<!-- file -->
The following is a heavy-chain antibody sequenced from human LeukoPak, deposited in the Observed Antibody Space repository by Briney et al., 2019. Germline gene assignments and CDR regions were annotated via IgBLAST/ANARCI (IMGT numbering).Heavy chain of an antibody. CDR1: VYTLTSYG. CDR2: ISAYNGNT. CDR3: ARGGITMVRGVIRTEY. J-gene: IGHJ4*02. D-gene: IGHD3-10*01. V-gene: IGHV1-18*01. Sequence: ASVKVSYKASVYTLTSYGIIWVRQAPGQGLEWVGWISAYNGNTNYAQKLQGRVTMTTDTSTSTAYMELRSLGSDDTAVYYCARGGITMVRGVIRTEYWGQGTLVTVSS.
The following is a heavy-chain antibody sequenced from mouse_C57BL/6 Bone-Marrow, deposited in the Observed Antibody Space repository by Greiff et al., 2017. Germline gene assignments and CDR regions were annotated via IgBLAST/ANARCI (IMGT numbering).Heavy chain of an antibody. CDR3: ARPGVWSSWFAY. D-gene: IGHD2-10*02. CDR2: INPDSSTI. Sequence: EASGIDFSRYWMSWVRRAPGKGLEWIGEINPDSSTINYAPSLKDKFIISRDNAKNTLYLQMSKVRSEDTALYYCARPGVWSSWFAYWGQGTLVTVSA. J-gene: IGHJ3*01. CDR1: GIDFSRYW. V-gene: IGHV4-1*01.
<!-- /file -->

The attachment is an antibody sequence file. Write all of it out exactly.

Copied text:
The following is a heavy-chain antibody sequenced from human LeukoPak, deposited in the Observed Antibody Space repository by Briney et al., 2019. Germline gene assignments and CDR regions were annotated via IgBLAST/ANARCI (IMGT numbering).Heavy chain of an antibody. CDR1: VYTLTSYG. CDR2: ISAYNGNT. CDR3: ARGGITMVRGVIRTEY. J-gene: IGHJ4*02. D-gene: IGHD3-10*01. V-gene: IGHV1-18*01. Sequence: ASVKVSYKASVYTLTSYGIIWVRQAPGQGLEWVGWISAYNGNTNYAQKLQGRVTMTTDTSTSTAYMELRSLGSDDTAVYYCARGGITMVRGVIRTEYWGQGTLVTVSS.
The following is a heavy-chain antibody sequenced from mouse_C57BL/6 Bone-Marrow, deposited in the Observed Antibody Space repository by Greiff et al., 2017. Germline gene assignments and CDR regions were annotated via IgBLAST/ANARCI (IMGT numbering).Heavy chain of an antibody. CDR3: ARPGVWSSWFAY. D-gene: IGHD2-10*02. CDR2: INPDSSTI. Sequence: EASGIDFSRYWMSWVRRAPGKGLEWIGEINPDSSTINYAPSLKDKFIISRDNAKNTLYLQMSKVRSEDTALYYCARPGVWSSWFAYWGQGTLVTVSA. J-gene: IGHJ3*01. CDR1: GIDFSRYW. V-gene: IGHV4-1*01.